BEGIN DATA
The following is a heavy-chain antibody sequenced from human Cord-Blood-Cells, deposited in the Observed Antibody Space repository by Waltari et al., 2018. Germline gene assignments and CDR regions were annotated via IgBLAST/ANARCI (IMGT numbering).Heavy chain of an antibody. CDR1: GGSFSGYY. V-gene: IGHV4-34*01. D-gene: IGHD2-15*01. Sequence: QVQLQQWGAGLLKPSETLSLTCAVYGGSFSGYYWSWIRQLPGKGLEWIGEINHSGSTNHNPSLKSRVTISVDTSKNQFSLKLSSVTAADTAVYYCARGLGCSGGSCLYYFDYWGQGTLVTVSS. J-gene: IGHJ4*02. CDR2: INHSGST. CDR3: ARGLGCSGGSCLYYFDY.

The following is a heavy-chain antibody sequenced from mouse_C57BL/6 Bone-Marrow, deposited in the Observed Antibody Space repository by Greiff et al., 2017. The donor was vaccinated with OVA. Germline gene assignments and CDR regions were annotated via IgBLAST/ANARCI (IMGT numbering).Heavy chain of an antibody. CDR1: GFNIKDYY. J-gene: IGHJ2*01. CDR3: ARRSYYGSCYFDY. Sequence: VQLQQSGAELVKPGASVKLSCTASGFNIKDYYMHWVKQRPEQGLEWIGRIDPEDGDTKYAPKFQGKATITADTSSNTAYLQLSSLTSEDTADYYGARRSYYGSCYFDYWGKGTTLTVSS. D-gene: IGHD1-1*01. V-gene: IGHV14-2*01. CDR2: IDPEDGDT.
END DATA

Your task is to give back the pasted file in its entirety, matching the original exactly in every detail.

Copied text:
The following is a heavy-chain antibody sequenced from human Cord-Blood-Cells, deposited in the Observed Antibody Space repository by Waltari et al., 2018. Germline gene assignments and CDR regions were annotated via IgBLAST/ANARCI (IMGT numbering).Heavy chain of an antibody. CDR1: GGSFSGYY. V-gene: IGHV4-34*01. D-gene: IGHD2-15*01. Sequence: QVQLQQWGAGLLKPSETLSLTCAVYGGSFSGYYWSWIRQLPGKGLEWIGEINHSGSTNHNPSLKSRVTISVDTSKNQFSLKLSSVTAADTAVYYCARGLGCSGGSCLYYFDYWGQGTLVTVSS. J-gene: IGHJ4*02. CDR2: INHSGST. CDR3: ARGLGCSGGSCLYYFDY.

The following is a heavy-chain antibody sequenced from mouse_C57BL/6 Bone-Marrow, deposited in the Observed Antibody Space repository by Greiff et al., 2017. The donor was vaccinated with OVA. Germline gene assignments and CDR regions were annotated via IgBLAST/ANARCI (IMGT numbering).Heavy chain of an antibody. CDR1: GFNIKDYY. J-gene: IGHJ2*01. CDR3: ARRSYYGSCYFDY. Sequence: VQLQQSGAELVKPGASVKLSCTASGFNIKDYYMHWVKQRPEQGLEWIGRIDPEDGDTKYAPKFQGKATITADTSSNTAYLQLSSLTSEDTADYYGARRSYYGSCYFDYWGKGTTLTVSS. D-gene: IGHD1-1*01. V-gene: IGHV14-2*01. CDR2: IDPEDGDT.